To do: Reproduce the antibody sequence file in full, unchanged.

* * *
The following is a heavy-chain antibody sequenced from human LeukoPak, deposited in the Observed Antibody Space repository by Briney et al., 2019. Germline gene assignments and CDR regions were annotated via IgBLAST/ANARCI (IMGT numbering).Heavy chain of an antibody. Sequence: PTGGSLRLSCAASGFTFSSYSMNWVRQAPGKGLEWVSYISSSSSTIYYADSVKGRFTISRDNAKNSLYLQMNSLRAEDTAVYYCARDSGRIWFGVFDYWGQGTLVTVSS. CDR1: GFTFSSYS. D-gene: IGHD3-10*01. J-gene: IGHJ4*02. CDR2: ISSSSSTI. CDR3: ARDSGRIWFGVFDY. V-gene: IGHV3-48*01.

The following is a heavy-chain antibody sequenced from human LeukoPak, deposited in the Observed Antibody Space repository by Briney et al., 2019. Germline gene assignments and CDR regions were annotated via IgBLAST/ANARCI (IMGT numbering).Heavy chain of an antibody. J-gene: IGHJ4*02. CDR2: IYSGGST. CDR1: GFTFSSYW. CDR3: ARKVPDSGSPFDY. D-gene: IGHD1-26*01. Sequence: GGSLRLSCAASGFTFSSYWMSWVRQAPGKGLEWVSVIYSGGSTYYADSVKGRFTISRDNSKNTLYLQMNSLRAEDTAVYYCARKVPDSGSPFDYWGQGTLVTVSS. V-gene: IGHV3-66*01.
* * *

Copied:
The following is a heavy-chain antibody sequenced from human LeukoPak, deposited in the Observed Antibody Space repository by Briney et al., 2019. Germline gene assignments and CDR regions were annotated via IgBLAST/ANARCI (IMGT numbering).Heavy chain of an antibody. Sequence: PTGGSLRLSCAASGFTFSSYSMNWVRQAPGKGLEWVSYISSSSSTIYYADSVKGRFTISRDNAKNSLYLQMNSLRAEDTAVYYCARDSGRIWFGVFDYWGQGTLVTVSS. CDR1: GFTFSSYS. D-gene: IGHD3-10*01. J-gene: IGHJ4*02. CDR2: ISSSSSTI. CDR3: ARDSGRIWFGVFDY. V-gene: IGHV3-48*01.

The following is a heavy-chain antibody sequenced from human LeukoPak, deposited in the Observed Antibody Space repository by Briney et al., 2019. Germline gene assignments and CDR regions were annotated via IgBLAST/ANARCI (IMGT numbering).Heavy chain of an antibody. J-gene: IGHJ4*02. CDR2: IYSGGST. CDR1: GFTFSSYW. CDR3: ARKVPDSGSPFDY. D-gene: IGHD1-26*01. Sequence: GGSLRLSCAASGFTFSSYWMSWVRQAPGKGLEWVSVIYSGGSTYYADSVKGRFTISRDNSKNTLYLQMNSLRAEDTAVYYCARKVPDSGSPFDYWGQGTLVTVSS. V-gene: IGHV3-66*01.